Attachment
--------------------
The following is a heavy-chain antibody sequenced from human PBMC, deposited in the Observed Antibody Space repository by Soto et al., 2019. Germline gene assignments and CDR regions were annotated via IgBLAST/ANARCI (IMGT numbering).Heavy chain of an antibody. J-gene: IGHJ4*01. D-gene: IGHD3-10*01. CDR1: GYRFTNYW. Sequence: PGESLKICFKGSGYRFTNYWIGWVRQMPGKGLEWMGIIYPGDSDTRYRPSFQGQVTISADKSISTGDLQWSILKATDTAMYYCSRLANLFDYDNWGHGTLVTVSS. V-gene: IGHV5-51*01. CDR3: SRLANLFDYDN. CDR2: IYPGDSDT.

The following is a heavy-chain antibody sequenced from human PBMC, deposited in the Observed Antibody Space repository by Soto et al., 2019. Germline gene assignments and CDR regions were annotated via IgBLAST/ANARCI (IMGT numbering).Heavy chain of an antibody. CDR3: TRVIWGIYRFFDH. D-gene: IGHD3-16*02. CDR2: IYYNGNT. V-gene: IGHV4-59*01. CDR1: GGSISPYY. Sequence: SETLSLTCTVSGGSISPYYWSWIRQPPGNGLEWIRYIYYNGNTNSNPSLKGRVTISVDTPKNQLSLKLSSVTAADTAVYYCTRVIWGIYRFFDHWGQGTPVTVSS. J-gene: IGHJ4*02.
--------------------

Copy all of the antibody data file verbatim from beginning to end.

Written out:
The following is a heavy-chain antibody sequenced from human PBMC, deposited in the Observed Antibody Space repository by Soto et al., 2019. Germline gene assignments and CDR regions were annotated via IgBLAST/ANARCI (IMGT numbering).Heavy chain of an antibody. J-gene: IGHJ4*01. D-gene: IGHD3-10*01. CDR1: GYRFTNYW. Sequence: PGESLKICFKGSGYRFTNYWIGWVRQMPGKGLEWMGIIYPGDSDTRYRPSFQGQVTISADKSISTGDLQWSILKATDTAMYYCSRLANLFDYDNWGHGTLVTVSS. V-gene: IGHV5-51*01. CDR3: SRLANLFDYDN. CDR2: IYPGDSDT.

The following is a heavy-chain antibody sequenced from human PBMC, deposited in the Observed Antibody Space repository by Soto et al., 2019. Germline gene assignments and CDR regions were annotated via IgBLAST/ANARCI (IMGT numbering).Heavy chain of an antibody. CDR3: TRVIWGIYRFFDH. D-gene: IGHD3-16*02. CDR2: IYYNGNT. V-gene: IGHV4-59*01. CDR1: GGSISPYY. Sequence: SETLSLTCTVSGGSISPYYWSWIRQPPGNGLEWIRYIYYNGNTNSNPSLKGRVTISVDTPKNQLSLKLSSVTAADTAVYYCTRVIWGIYRFFDHWGQGTPVTVSS. J-gene: IGHJ4*02.